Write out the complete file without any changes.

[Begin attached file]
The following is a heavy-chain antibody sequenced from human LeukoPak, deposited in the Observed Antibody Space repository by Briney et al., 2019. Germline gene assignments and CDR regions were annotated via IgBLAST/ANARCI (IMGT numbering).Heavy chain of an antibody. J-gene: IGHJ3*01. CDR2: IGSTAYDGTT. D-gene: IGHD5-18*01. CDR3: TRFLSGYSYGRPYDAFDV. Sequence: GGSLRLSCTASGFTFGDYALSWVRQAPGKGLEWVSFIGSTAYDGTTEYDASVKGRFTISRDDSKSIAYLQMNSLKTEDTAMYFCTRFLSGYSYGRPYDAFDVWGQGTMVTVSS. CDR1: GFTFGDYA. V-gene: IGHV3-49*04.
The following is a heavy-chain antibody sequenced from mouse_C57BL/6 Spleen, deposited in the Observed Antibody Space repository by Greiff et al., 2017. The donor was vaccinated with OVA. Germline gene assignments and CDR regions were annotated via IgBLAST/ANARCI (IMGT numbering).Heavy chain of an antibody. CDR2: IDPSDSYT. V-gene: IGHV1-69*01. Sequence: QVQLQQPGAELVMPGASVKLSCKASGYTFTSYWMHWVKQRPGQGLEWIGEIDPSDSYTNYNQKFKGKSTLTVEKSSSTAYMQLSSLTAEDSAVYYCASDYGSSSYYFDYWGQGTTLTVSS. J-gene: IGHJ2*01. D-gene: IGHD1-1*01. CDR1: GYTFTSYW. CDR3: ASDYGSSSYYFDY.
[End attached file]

The following is a heavy-chain antibody sequenced from human LeukoPak, deposited in the Observed Antibody Space repository by Briney et al., 2019. Germline gene assignments and CDR regions were annotated via IgBLAST/ANARCI (IMGT numbering).Heavy chain of an antibody. J-gene: IGHJ3*01. CDR2: IGSTAYDGTT. D-gene: IGHD5-18*01. CDR3: TRFLSGYSYGRPYDAFDV. Sequence: GGSLRLSCTASGFTFGDYALSWVRQAPGKGLEWVSFIGSTAYDGTTEYDASVKGRFTISRDDSKSIAYLQMNSLKTEDTAMYFCTRFLSGYSYGRPYDAFDVWGQGTMVTVSS. CDR1: GFTFGDYA. V-gene: IGHV3-49*04.
The following is a heavy-chain antibody sequenced from mouse_C57BL/6 Spleen, deposited in the Observed Antibody Space repository by Greiff et al., 2017. The donor was vaccinated with OVA. Germline gene assignments and CDR regions were annotated via IgBLAST/ANARCI (IMGT numbering).Heavy chain of an antibody. CDR2: IDPSDSYT. V-gene: IGHV1-69*01. Sequence: QVQLQQPGAELVMPGASVKLSCKASGYTFTSYWMHWVKQRPGQGLEWIGEIDPSDSYTNYNQKFKGKSTLTVEKSSSTAYMQLSSLTAEDSAVYYCASDYGSSSYYFDYWGQGTTLTVSS. J-gene: IGHJ2*01. D-gene: IGHD1-1*01. CDR1: GYTFTSYW. CDR3: ASDYGSSSYYFDY.